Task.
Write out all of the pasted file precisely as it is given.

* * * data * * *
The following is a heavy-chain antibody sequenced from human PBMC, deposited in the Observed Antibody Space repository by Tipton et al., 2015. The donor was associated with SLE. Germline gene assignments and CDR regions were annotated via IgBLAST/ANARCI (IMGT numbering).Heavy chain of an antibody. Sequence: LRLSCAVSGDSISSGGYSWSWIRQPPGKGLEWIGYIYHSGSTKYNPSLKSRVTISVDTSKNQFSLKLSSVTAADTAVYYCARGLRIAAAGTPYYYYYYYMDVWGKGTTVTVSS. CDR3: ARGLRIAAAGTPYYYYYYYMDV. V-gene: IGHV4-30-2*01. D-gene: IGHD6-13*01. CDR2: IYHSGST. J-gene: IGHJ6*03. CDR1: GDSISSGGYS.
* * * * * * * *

The following is a heavy-chain antibody sequenced from human PBMC, deposited in the Observed Antibody Space repository by Tipton et al., 2015. The donor was associated with SLE. Germline gene assignments and CDR regions were annotated via IgBLAST/ANARCI (IMGT numbering).Heavy chain of an antibody. Sequence: LRLSCAVSGDSISSGGYSWSWIRQPPGKGLEWIGYIYHSGSTKYNPSLKSRVTISVDTSKNQFSLKLSSVTAADTAVYYCARGLRIAAAGTPYYYYYYYMDVWGKGTTVTVSS. CDR3: ARGLRIAAAGTPYYYYYYYMDV. V-gene: IGHV4-30-2*01. D-gene: IGHD6-13*01. CDR2: IYHSGST. J-gene: IGHJ6*03. CDR1: GDSISSGGYS.